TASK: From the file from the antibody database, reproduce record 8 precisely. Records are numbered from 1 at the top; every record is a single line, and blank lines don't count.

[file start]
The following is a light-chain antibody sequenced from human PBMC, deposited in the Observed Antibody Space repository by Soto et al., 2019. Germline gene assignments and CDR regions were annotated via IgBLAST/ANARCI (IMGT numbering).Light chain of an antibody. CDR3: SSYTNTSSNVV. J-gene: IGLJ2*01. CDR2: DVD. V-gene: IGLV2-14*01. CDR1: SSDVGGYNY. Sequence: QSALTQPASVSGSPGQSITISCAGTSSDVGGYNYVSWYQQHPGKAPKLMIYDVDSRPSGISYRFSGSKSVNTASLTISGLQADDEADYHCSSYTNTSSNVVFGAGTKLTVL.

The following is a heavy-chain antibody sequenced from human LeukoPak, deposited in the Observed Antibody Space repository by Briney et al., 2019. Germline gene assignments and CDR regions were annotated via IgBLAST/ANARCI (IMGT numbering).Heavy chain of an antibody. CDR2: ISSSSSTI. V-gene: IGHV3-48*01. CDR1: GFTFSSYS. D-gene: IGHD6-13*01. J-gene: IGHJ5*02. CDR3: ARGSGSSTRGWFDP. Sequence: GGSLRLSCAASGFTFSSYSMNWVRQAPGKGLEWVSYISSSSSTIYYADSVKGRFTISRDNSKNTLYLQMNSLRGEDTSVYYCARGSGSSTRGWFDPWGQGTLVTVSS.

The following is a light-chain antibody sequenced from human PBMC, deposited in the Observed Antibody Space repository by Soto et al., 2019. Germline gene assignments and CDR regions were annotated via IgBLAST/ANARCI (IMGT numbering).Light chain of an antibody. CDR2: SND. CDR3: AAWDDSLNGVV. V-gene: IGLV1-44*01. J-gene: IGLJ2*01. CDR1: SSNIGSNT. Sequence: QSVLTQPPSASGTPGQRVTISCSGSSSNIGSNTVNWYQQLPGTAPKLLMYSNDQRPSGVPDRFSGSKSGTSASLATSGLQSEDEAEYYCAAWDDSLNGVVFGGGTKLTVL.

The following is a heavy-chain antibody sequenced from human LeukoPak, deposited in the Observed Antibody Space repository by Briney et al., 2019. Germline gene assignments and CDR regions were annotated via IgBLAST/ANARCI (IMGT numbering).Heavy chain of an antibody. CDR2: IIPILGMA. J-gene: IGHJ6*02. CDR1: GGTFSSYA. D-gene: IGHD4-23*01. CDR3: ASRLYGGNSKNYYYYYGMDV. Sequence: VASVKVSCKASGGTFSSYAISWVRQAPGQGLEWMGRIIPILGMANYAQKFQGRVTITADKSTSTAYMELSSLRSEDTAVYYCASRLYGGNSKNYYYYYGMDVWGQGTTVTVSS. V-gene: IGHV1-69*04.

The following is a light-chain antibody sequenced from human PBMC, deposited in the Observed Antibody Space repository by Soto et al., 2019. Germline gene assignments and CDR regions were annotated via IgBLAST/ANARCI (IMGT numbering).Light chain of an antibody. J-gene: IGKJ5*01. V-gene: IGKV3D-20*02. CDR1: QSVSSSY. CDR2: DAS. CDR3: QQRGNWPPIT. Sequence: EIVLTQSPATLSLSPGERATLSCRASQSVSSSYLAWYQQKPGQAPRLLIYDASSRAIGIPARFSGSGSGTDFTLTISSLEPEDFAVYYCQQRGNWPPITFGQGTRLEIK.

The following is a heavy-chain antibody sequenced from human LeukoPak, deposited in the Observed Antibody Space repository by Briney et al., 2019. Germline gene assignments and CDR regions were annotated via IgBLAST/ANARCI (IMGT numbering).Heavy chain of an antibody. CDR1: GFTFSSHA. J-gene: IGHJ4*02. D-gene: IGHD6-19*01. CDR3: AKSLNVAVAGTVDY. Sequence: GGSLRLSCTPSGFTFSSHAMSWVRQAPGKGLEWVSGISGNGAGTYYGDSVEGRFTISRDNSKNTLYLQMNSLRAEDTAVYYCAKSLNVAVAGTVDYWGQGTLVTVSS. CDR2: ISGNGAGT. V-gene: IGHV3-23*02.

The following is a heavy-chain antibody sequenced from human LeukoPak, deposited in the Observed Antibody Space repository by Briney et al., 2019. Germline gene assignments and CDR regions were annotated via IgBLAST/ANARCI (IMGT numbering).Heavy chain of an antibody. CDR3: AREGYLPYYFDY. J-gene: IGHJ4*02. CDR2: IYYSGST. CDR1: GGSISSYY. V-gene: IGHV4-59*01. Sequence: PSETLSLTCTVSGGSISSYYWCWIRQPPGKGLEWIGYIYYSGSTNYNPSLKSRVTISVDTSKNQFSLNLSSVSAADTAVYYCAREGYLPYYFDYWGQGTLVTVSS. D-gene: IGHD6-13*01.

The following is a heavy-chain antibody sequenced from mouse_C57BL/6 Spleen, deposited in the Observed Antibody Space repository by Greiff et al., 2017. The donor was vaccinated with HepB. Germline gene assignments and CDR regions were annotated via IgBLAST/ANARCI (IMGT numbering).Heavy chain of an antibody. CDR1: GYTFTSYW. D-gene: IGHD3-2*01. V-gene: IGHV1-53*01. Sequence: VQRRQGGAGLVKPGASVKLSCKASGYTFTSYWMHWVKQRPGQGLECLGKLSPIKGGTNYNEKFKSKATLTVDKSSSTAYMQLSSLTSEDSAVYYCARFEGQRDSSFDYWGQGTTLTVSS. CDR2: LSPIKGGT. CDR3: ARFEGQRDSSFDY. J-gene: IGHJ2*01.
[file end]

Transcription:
The following is a heavy-chain antibody sequenced from mouse_C57BL/6 Spleen, deposited in the Observed Antibody Space repository by Greiff et al., 2017. The donor was vaccinated with HepB. Germline gene assignments and CDR regions were annotated via IgBLAST/ANARCI (IMGT numbering).Heavy chain of an antibody. CDR1: GYTFTSYW. D-gene: IGHD3-2*01. V-gene: IGHV1-53*01. Sequence: VQRRQGGAGLVKPGASVKLSCKASGYTFTSYWMHWVKQRPGQGLECLGKLSPIKGGTNYNEKFKSKATLTVDKSSSTAYMQLSSLTSEDSAVYYCARFEGQRDSSFDYWGQGTTLTVSS. CDR2: LSPIKGGT. CDR3: ARFEGQRDSSFDY. J-gene: IGHJ2*01.